Last year I posted some of my most interesting finds from the June 18 Berkshire BioBlitz on Mt. Greylock—at least, the ones that were most immediately visually interesting. There were several more significant discoveries that I didn’t want to write about until I had the whole story. One was this nondescript green sawfly larva that Julia noticed on a beech leaf, right near the one on an oak leaf that was busy getting parasitized by ichneumonids.
I had never seen a sawfly larva feeding on beech before, so I put it in a vial to see if I could rear it. After consulting with Dave Smith, who has studied sawflies for about 50 years, it appears that no one has seen a North American sawfly feeding on beech before. Now, the vast majority of sawfly larvae that I collect burrow into soil (as this one did at the end of June) and don’t emerge as adults until the following year. So I often don’t pay much attention to my jars of soil containing sawfly larvae, but something made me take a peek in this one on July 15. I was glad I did, because I found this snazzy green adult sawfly inside:
I sent it to Dave, and he identified it as Nematus appalachia (Tenthredinidae), a species he had described just 12 years earlier from adults caught in Malaise traps in the Appalachians of North Carolina, Tennessee, and West Virginia. So this one found on a mountain in Massachusetts represented a pretty dramatic expansion of the species’ known range as well as the discovery of its host plant. We reported all this in a short paper that was just published a few days ago*.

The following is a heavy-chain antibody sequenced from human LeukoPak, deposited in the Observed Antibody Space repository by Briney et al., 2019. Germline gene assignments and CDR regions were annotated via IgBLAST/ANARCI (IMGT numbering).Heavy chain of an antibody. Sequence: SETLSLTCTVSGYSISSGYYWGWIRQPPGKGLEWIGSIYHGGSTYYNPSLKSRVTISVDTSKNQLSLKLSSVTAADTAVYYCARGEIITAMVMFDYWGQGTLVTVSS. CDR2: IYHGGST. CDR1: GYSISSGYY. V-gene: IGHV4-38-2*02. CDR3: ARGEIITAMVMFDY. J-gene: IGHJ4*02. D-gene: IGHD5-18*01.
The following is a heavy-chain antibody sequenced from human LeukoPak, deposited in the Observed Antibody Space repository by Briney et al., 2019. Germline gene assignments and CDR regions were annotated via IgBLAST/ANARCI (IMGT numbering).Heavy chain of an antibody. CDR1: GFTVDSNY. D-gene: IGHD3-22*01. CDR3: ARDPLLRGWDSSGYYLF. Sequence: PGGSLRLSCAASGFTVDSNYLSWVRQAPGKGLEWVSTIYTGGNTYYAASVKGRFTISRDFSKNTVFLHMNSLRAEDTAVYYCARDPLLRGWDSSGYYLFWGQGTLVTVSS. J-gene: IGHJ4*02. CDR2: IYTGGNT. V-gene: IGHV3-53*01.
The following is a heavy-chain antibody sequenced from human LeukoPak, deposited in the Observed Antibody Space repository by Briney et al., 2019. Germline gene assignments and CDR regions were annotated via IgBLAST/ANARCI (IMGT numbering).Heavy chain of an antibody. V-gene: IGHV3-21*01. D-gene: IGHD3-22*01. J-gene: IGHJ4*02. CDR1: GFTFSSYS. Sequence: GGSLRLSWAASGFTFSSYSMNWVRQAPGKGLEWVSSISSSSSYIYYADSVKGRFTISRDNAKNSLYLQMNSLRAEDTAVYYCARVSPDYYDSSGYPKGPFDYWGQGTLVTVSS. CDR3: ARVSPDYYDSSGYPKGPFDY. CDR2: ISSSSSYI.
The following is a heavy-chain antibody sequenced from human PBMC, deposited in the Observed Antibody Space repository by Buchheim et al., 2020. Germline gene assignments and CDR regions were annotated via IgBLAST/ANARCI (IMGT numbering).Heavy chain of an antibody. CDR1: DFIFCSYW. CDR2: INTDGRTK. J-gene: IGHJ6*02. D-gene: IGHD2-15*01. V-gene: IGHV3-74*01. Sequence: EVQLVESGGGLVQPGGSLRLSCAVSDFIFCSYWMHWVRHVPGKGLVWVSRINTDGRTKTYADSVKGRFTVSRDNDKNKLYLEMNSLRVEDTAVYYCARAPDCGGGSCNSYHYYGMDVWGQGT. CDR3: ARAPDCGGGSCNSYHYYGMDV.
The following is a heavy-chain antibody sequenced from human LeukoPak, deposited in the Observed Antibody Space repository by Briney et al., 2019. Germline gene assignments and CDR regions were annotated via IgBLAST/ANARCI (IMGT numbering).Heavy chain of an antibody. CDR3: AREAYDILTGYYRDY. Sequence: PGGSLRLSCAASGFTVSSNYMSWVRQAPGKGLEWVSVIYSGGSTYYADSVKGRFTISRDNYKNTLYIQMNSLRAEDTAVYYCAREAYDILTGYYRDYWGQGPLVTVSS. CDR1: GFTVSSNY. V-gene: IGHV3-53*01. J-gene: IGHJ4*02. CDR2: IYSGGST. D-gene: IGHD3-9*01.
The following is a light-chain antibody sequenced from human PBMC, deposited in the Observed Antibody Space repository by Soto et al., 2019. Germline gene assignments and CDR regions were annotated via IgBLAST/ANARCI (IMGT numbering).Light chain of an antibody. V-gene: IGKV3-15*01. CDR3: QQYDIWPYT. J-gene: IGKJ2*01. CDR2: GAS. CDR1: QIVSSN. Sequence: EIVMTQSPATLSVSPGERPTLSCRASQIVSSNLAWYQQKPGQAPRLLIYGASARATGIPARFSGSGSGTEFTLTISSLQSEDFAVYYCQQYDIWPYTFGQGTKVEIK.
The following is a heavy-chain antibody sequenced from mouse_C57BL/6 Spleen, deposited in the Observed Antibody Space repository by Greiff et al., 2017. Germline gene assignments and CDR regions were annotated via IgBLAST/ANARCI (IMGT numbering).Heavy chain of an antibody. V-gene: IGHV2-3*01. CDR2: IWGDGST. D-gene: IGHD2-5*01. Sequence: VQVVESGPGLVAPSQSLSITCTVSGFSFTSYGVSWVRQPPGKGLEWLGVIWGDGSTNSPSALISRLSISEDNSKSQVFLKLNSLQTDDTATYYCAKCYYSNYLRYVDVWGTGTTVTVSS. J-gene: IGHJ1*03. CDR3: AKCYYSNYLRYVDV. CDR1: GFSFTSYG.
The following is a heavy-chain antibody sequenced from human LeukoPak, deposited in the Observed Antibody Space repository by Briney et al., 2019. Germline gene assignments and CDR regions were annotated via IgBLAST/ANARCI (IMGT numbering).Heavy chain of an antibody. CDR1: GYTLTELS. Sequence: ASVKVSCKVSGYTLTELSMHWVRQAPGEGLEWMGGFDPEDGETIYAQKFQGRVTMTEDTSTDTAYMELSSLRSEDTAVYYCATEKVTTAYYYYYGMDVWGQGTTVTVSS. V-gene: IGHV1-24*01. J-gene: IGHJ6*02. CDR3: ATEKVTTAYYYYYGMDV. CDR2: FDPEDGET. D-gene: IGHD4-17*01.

It’s worth mentioning here that the Massachusetts Department of Conservation and Recreation (DCR), which manages the Mount Greylock State Reservation, almost didn’t allow collecting of specimens at this BioBlitz event. Fortunately, our new state botanist, Bob Wernerehl, managed to secure permission at the last minute. Thanks to this, I was also able to collect and rear a new species of leaf-mining dark-winged fungus gnat (Sciaridae)…
…a new species of platygastrid wasp (a parasitoid of what is likely an undescribed species of gall midge, but unfortunately no adult midges emerged)…
…and a new species of leaf-mining fly (Agromyzidae):
I’ve sent these specimens off to Germany, Denmark, and Canada, where my taxonomist collaborators are working on describing them. I’ll have more to say about these species once their names have been properly published, hopefully within the next year. I was thinking about saying something here about how odd it is that I have to send most of my bugs outside the US to get them identified, and musing about how this might relate to the fact that it’s so hard to get permission to collect in this country in the first place… but instead I’d just like to commend the owners and managers of natural areas out there who encourage nature study rather than forbidding it.
* Smith, David R., Julia A. Blyth, and Charles S. Eiseman. 2017. Nematus appalachia Smith (Hymenoptera: Tenthredinidae) feeding on Fagus grandifolia (Fagaceae). Proceedings of the Entomological Society of Washington 119(3):518-519.